Alan Krueger, a Princeton University economics professor who advised Presidents Bill Clinton and Barack Obama, died over the weekend at the age of 58, the university said on Monday.
A spokesperson declined to comment on the circumstances of his death.
"Alan was recognized as a true leader in his field, known and admired for both his research and teaching," the university said in a statement.
Krueger served as chief economist for the U.S. Department of Labor during the Clinton administration and chair of the White House Council of Economic Advisers during Obama's time in office.
He had taught economics at Princeton since 1987. Last week, Krueger gave a lecture at Stanford University on income distribution and labor market regulation called "Why is Basic Universal Income So Controversial?"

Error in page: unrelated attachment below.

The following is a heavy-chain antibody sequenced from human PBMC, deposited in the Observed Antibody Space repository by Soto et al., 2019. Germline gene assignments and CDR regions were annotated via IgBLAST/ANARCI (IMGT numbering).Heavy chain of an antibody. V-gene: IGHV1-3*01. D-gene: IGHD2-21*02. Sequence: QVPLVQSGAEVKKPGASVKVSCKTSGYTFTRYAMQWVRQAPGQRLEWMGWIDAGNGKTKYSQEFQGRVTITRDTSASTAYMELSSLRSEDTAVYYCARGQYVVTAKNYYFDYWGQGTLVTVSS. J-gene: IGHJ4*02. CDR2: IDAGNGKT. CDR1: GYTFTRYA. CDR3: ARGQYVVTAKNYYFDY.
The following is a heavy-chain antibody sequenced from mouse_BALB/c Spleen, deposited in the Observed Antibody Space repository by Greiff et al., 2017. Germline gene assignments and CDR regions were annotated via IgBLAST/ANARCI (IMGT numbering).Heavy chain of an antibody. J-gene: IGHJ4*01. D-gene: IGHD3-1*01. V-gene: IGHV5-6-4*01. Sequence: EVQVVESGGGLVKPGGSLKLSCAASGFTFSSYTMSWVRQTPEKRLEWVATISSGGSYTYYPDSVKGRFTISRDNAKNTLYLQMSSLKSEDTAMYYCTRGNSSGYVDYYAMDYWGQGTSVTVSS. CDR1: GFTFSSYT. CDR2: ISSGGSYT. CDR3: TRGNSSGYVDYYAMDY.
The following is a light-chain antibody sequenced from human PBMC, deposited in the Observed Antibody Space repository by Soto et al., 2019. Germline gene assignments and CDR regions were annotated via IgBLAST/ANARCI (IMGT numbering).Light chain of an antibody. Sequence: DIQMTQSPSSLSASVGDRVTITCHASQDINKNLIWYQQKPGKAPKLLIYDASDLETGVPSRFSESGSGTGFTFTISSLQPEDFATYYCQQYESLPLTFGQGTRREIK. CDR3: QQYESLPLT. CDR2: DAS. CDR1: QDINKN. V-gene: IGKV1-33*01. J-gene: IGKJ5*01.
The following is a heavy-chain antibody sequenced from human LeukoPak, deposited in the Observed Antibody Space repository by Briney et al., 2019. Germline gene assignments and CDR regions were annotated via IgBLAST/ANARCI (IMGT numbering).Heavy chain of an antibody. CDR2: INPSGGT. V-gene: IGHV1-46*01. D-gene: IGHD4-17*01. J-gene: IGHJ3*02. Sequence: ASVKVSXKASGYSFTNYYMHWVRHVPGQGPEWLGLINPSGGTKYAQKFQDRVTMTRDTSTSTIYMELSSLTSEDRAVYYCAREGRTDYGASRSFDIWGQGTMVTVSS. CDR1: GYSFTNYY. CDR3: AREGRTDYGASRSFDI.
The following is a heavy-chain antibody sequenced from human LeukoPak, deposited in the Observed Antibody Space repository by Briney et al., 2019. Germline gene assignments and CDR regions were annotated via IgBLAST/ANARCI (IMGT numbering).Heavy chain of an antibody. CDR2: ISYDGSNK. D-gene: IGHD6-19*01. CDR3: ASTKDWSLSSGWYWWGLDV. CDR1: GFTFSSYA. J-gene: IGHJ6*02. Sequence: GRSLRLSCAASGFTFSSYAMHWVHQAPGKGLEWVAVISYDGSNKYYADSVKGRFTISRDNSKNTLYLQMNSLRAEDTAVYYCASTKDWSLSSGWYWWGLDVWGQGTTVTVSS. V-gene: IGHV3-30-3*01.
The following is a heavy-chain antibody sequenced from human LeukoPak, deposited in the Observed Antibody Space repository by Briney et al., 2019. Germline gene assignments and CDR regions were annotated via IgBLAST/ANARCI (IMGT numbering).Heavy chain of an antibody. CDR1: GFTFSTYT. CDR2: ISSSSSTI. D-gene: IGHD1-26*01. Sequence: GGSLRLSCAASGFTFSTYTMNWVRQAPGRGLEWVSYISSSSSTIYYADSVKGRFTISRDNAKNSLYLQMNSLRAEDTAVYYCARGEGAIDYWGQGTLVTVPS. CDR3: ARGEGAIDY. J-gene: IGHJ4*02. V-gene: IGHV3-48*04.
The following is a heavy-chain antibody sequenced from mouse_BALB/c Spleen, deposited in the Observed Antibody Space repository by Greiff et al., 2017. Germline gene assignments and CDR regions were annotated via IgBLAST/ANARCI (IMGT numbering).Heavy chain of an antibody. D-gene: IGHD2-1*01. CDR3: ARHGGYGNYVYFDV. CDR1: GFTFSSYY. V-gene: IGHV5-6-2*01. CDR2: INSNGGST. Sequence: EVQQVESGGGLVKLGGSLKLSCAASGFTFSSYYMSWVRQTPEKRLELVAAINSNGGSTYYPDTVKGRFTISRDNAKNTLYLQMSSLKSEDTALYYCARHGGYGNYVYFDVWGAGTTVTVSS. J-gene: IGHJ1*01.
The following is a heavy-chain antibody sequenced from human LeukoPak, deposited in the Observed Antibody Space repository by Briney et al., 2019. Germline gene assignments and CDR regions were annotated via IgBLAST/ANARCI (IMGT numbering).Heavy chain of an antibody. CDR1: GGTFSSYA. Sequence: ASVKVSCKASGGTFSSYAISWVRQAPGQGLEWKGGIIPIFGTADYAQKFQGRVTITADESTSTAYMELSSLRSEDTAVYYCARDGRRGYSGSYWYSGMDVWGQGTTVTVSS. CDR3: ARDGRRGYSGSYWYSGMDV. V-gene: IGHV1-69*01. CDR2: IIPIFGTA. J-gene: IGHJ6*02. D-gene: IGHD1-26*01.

An avid music fan, Krueger posted about rock legends including Bruce Springsteen on Twitter and wove David Bowie into his lectures. He made this passion the subject of his latest research in his forthcoming book on economics and the music industry, due for release in June.
Krueger received numerous awards, including the Kershaw Prize by the Association for Public Policy and Management in 1997 for distinguished contributions to public policy analysis by someone under the age of 40.
He is survived by his wife, Lisa, and two children.
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